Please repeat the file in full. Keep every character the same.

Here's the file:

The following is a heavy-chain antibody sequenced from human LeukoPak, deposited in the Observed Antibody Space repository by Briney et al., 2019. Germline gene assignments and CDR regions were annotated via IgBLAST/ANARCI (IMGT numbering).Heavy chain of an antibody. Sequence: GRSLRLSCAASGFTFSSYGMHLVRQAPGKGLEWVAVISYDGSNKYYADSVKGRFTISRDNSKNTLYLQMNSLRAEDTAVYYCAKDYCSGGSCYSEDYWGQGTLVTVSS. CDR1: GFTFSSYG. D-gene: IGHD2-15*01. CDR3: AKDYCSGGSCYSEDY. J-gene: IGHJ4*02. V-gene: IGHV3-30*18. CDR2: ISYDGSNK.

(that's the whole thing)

The following is a heavy-chain antibody sequenced from human LeukoPak, deposited in the Observed Antibody Space repository by Briney et al., 2019. Germline gene assignments and CDR regions were annotated via IgBLAST/ANARCI (IMGT numbering).Heavy chain of an antibody. Sequence: GRSLRLSCAASGFTFSSYGMHLVRQAPGKGLEWVAVISYDGSNKYYADSVKGRFTISRDNSKNTLYLQMNSLRAEDTAVYYCAKDYCSGGSCYSEDYWGQGTLVTVSS. CDR1: GFTFSSYG. D-gene: IGHD2-15*01. CDR3: AKDYCSGGSCYSEDY. J-gene: IGHJ4*02. V-gene: IGHV3-30*18. CDR2: ISYDGSNK.